I want to be optimistic that this will turn out better than history might indicate. Really, I do.
And no, I’m not talking about the Trump administration.
I’m talking about Buffalo’s Racial Equity Roundtable report which concludes that "equity is better for our bottom line."
Of course, it is. That conclusion follows decades of national research showing that closing economic gaps benefits both cities and their suburbs.
But it also follows local efforts ranging from the multiracial "Buffalo conversations" and "study circles" of the 1990s to SUNY Buffalo State’s "black crosses" project and week of dialogue on race and social justice last year.
And yet, as the new report documents, this region remains starkly divided along racial lines when it comes to education, poverty, criminal justice and just about every other socioeconomic measure.
So what will be different this time?
"We’re viewing this as a ‘grass tops’ strategy," said Alphonso O’Neil-White, Roundtable chairman, referring to the companies and high-level executives – not minions – involved this time.
For example, a business leadership task force of major employers working on economic inclusion contains not just the Catholic Diocese of Buffalo, which might be expected to join on moral grounds, but also more bottom-line oriented employers like Rich Products and M&T Bank. Apparently they understand that, as the report puts it, "metro areas with high rates of racial inclusion have positive growth rates in employment and population."
That’s an old message, dating back to the National League of Cities analyses of the 1990s and books of that era like "Citistates" and "Cities Without Suburbs" that warned of the economic implications of not addressing division and disparity. Maybe Western New York is ready to catch up.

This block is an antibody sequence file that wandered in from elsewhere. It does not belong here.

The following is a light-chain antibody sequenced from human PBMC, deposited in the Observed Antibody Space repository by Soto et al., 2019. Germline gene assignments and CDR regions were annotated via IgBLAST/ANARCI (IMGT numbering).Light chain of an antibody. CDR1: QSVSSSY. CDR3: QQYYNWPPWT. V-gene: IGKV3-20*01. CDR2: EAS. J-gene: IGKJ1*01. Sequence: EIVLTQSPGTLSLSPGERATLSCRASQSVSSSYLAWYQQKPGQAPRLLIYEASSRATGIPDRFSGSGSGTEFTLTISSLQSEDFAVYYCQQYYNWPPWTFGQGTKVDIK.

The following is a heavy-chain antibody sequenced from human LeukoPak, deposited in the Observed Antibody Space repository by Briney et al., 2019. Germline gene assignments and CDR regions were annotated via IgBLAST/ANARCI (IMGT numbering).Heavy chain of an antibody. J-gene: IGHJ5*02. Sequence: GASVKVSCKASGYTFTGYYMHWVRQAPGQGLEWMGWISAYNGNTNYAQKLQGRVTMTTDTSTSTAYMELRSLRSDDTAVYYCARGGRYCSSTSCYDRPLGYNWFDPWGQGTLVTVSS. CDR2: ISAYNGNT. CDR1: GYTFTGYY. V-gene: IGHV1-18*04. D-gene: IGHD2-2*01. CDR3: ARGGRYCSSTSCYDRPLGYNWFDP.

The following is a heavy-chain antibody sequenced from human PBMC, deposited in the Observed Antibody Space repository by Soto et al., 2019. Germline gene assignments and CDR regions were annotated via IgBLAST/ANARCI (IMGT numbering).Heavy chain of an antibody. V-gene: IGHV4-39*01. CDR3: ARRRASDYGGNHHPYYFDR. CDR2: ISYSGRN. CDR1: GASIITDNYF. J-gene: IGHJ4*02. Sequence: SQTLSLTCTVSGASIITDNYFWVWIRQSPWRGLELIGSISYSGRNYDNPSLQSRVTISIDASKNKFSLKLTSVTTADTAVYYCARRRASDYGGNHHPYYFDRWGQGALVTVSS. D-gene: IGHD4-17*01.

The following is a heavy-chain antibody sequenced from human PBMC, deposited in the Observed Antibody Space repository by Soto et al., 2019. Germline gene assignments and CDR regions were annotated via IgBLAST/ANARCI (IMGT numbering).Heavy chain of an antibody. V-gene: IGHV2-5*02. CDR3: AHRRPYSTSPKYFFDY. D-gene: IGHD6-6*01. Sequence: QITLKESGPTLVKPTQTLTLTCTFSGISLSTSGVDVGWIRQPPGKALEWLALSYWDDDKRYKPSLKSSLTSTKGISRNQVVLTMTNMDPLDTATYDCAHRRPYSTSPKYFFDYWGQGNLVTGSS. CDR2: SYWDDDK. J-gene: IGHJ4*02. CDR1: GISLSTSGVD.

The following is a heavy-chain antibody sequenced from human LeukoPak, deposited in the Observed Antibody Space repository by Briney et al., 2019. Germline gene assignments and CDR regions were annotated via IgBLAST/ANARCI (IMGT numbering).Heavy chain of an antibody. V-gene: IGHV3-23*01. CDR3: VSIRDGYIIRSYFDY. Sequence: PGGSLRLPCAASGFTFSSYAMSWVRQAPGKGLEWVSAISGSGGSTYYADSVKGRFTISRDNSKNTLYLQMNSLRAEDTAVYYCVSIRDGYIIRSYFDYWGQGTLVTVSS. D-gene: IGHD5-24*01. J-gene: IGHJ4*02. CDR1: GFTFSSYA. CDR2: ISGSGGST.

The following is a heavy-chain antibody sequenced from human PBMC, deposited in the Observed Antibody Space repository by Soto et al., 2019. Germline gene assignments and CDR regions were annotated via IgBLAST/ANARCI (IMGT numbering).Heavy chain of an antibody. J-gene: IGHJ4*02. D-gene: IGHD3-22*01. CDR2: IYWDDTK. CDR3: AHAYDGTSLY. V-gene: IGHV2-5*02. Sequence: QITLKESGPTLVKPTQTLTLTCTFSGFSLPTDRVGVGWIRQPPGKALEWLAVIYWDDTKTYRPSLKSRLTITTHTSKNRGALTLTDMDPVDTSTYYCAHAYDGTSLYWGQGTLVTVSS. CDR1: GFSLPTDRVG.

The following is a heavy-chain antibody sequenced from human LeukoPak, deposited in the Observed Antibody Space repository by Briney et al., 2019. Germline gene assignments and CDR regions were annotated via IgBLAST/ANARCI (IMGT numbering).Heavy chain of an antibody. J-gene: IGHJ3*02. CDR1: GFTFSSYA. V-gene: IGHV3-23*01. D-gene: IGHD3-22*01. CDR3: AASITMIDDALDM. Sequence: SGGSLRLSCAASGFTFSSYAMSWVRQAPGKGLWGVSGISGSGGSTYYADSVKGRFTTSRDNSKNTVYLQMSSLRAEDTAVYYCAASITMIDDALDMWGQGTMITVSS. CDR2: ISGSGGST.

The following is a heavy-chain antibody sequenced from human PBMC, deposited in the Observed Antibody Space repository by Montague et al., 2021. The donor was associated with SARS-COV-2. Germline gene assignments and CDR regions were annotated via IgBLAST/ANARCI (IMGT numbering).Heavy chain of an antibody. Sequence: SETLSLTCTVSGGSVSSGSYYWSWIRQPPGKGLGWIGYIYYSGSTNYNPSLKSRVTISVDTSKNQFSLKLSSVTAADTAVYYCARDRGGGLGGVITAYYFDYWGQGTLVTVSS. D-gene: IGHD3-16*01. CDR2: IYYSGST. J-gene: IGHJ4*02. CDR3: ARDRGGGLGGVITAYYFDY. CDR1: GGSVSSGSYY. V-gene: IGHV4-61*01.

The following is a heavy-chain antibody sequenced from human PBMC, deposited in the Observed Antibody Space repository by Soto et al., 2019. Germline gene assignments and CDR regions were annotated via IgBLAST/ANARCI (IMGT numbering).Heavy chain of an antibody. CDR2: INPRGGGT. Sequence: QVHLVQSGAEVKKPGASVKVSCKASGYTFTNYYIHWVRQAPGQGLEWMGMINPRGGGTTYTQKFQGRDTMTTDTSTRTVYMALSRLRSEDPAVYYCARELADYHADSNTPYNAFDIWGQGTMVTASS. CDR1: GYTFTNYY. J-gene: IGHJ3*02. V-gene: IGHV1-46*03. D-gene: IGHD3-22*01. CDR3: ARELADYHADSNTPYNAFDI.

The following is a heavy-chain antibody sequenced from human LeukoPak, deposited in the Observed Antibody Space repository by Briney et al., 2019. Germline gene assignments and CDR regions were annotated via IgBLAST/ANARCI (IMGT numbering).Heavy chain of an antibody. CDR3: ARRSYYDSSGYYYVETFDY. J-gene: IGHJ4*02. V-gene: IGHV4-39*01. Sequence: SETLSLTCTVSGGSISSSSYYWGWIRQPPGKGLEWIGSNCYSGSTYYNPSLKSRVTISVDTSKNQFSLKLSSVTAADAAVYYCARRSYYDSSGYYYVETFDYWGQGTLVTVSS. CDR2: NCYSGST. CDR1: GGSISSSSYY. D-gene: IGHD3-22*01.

O’Neil-White is clear that the Roundtable does not think it has solutions to impose. Rather, it wants others to join in crafting strategies to close the gaps after getting "the right people in the right rooms."
But the "right people" are not just corporate bigwigs, though their buy-in is indispensable because that’s where the resources must come from.
Henry L. Taylor Jr., director of the University at Buffalo’s Center for Urban Studies, has delved into these issues for decades. He said the report does a good job of outlining the challenges and providing a "pool of evidence and data" corroborating what he and others have long known. But Taylor has been a consistent advocate of "neighborhood based" solutions that are funded by major foundations but guided by the experiences of the people living there who know best what is needed. He calls anything else "unacceptable."
How well this initiative incorporates that vision will determine its success.
But in any case, the data already collected means it shouldn’t be hard to grade the effort. O’Neil-White, the former HealthNow New York CEO, pointed to improvements in measures like arrest rates and graduation rates – where racial gaps are huge – as objective yardsticks by which the Roundtable effort can be judged.
Perhaps that, alone, will make this effort more productive than past ones. As CEOs like to say, what gets measured gets done. And if it’s not done, we’ll all know.